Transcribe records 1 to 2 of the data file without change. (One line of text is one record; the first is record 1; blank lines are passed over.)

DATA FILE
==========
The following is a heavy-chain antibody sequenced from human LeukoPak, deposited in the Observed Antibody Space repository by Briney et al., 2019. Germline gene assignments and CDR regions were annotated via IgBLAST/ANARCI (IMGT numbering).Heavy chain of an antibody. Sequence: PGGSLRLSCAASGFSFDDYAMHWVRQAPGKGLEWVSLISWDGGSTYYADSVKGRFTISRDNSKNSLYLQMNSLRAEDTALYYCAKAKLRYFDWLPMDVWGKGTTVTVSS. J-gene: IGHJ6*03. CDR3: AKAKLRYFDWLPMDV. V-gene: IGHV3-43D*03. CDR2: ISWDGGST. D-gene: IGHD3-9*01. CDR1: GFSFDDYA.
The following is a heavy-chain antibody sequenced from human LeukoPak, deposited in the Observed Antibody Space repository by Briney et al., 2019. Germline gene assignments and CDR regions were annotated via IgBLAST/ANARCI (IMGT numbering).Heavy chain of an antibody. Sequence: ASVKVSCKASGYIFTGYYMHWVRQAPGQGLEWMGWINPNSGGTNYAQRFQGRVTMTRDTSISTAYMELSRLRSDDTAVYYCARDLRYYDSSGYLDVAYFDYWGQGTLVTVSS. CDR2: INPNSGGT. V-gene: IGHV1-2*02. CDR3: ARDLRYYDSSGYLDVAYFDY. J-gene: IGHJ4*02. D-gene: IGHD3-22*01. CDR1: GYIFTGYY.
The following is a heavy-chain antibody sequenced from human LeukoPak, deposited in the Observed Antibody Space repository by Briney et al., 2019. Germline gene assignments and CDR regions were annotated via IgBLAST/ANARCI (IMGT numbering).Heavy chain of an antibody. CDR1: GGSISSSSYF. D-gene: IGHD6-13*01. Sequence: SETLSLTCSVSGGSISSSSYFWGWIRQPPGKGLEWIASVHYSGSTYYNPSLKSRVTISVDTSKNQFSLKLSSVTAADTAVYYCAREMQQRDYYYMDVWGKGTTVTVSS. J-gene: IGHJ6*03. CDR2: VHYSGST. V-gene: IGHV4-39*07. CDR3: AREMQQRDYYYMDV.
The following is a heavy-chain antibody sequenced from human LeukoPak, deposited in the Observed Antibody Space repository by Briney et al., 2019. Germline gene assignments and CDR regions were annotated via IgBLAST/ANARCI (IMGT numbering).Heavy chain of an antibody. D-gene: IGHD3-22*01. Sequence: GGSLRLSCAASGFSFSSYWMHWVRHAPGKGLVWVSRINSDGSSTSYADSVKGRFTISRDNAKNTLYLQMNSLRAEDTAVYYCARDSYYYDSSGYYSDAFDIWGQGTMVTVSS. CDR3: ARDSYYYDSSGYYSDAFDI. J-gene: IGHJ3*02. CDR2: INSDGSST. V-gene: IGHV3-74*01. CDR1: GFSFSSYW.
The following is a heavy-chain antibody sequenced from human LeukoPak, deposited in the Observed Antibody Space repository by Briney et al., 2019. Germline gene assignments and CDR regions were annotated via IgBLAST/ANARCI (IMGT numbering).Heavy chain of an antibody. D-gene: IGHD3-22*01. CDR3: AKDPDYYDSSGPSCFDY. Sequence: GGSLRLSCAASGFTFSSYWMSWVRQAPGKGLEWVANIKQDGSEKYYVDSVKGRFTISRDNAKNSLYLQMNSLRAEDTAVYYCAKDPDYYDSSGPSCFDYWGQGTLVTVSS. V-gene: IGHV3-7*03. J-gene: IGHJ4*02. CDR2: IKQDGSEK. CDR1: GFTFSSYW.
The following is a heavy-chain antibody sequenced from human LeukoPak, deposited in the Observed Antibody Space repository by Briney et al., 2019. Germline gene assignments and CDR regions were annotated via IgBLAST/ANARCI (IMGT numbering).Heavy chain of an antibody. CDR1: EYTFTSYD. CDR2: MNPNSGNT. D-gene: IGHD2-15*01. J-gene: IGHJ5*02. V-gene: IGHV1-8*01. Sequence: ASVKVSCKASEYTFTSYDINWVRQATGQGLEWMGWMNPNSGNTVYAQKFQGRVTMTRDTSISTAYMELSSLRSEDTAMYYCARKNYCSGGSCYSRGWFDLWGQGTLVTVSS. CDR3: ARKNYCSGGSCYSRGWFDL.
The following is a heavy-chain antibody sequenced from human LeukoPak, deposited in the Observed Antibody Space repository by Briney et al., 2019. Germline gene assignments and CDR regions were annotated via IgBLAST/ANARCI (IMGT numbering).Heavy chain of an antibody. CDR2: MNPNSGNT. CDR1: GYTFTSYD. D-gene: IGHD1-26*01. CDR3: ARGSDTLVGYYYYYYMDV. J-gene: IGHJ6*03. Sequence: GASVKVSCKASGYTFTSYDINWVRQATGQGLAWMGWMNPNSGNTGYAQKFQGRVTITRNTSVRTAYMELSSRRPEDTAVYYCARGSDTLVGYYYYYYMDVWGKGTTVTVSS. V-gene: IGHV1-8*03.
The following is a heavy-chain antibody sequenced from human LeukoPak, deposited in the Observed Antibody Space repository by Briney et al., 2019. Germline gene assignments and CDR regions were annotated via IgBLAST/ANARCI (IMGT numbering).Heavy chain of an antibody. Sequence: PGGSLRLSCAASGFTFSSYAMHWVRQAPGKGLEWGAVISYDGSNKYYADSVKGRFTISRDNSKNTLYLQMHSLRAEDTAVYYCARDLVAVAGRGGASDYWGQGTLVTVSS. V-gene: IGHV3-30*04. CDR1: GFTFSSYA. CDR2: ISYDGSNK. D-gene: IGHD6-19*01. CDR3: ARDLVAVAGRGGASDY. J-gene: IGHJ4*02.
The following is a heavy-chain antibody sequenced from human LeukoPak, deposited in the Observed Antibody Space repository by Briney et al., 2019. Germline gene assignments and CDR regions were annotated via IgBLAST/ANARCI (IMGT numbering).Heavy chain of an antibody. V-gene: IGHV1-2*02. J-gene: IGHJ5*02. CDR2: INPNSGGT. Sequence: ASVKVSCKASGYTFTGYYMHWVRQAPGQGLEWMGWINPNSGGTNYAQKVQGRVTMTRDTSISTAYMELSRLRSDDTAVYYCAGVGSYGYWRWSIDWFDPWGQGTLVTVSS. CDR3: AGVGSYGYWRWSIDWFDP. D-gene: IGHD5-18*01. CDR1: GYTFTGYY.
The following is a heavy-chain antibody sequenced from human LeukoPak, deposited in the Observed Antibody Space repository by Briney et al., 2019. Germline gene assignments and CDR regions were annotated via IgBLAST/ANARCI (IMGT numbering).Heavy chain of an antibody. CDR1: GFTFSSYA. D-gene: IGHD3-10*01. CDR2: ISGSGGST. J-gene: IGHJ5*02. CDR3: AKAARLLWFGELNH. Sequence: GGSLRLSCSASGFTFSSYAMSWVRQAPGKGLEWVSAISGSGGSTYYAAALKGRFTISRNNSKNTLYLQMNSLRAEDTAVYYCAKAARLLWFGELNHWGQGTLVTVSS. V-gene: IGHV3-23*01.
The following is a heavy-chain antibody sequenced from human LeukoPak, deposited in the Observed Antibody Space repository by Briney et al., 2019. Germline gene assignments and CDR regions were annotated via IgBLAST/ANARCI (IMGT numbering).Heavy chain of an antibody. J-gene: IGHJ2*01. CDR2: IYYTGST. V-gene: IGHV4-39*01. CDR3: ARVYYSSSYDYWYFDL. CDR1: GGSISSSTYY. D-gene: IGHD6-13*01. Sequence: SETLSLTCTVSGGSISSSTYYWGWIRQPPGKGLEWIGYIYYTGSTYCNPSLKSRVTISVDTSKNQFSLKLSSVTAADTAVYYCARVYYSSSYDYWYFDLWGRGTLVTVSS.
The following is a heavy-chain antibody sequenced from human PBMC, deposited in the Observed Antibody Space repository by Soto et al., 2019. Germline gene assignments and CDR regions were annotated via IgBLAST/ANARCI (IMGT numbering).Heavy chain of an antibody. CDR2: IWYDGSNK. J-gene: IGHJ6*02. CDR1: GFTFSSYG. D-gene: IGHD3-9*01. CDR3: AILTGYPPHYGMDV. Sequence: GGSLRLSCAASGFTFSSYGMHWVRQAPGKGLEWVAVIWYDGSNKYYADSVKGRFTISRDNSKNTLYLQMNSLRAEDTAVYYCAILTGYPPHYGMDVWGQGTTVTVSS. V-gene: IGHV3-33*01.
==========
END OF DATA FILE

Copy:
The following is a heavy-chain antibody sequenced from human LeukoPak, deposited in the Observed Antibody Space repository by Briney et al., 2019. Germline gene assignments and CDR regions were annotated via IgBLAST/ANARCI (IMGT numbering).Heavy chain of an antibody. Sequence: PGGSLRLSCAASGFSFDDYAMHWVRQAPGKGLEWVSLISWDGGSTYYADSVKGRFTISRDNSKNSLYLQMNSLRAEDTALYYCAKAKLRYFDWLPMDVWGKGTTVTVSS. J-gene: IGHJ6*03. CDR3: AKAKLRYFDWLPMDV. V-gene: IGHV3-43D*03. CDR2: ISWDGGST. D-gene: IGHD3-9*01. CDR1: GFSFDDYA.
The following is a heavy-chain antibody sequenced from human LeukoPak, deposited in the Observed Antibody Space repository by Briney et al., 2019. Germline gene assignments and CDR regions were annotated via IgBLAST/ANARCI (IMGT numbering).Heavy chain of an antibody. Sequence: ASVKVSCKASGYIFTGYYMHWVRQAPGQGLEWMGWINPNSGGTNYAQRFQGRVTMTRDTSISTAYMELSRLRSDDTAVYYCARDLRYYDSSGYLDVAYFDYWGQGTLVTVSS. CDR2: INPNSGGT. V-gene: IGHV1-2*02. CDR3: ARDLRYYDSSGYLDVAYFDY. J-gene: IGHJ4*02. D-gene: IGHD3-22*01. CDR1: GYIFTGYY.